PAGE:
My study aimed to exploit rhizobia inoculation, phosphorus application, varietal differences and sequential cropping system to improve the productivity and profitability of cowpea per unit area in Minna, Nigeria. Glasshouse and field experiments were conducted between 2015 and 2017. The treatments evaluated during the study were: five rhizobial strains (USDA 3451, USDA 3384, BR 3262, BR 3267, control), three phosphorus rates (0, 20 and 40 kg P ha-1), six varieties of cowpea and soils were collected from 20 locations in Nigerian savannas. Data were collected on growth, nodulation, yield and physiological parameters.
Summarily, results revealed that the cowpea varieties successfully formed symbiosis with the introduced rhizobia strains in all the locations. Rhizobia inoculation increased nodulation in 11 out of the 20 locations with percentage increase ranging from 4 to 43%. Plants fertilized with 90 kg N ha-1 had significantly (P≤0.05) higher biomass yield than the inoculated and uninoculated plants which had similar biomass yield; suggesting the need to test more effective cowpea inoculants in Nigerian savannas. Rhizobia inoculation significantly (P≤0.05) increased the seed protein content of the cowpea varieties. Phosphorus significantly (P≤0.05) increased the photosynthetic activities, nodulation, N-fixation, growth and yield of the cowpea varieties in the three years with application of 20 kg P ha-1 increasing grain yield by 49-95% over the control. Crop growth rate (CGR), leaf area index (LAI) and quantum yield of photosystem II (Phi 2) explained 67.29% of the variation in grain yield (R2= 67.29%). The six varieties tested were successfully planted in two sequence in each growing season except Kanannado. IT93K-452-1, IT99K-573-1-1, TVX-3236 and IT90K-76 varieties had significantly higher (P≤0.05) grain yield and higher profitability than Oloyin and Kanannado varieties which were produced at a loss in the first planting. Planting these four varieties in sequential cropping system increased the profitability by 157-236% than the traditional practice of planting once in a season.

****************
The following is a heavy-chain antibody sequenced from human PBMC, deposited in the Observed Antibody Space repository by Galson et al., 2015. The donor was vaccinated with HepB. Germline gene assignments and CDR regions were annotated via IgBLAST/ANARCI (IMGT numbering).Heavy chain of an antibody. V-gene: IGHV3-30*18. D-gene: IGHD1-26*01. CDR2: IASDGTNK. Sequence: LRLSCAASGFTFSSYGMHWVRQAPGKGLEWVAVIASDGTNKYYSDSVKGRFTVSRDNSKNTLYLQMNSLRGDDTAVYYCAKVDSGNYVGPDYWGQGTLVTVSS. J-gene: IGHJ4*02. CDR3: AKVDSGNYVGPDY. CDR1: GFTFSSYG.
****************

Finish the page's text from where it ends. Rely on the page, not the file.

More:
My thesis write-up is completed and I have presented my internal exit defense. I am awaiting the external defense which will come up shortly. The results of the experiments were presented in World Cowpea Conference 2016, International Association of Research Scholars and Fellows symposium 2017 and 2018, International Conference of Agriculture and Agricultural Technology, 2018, Association of Seed Scientists’ of Nigeria Annual Conference, 2019. Some of the results were also published in Production Agriculture and Technology Journal, 2018; 14(2): 131-139. I am awaiting publications from other journals.
Adediran Olaotan Abimbola, Federal University of Technology, Minna, Nigeria (Click here for her 2018 update)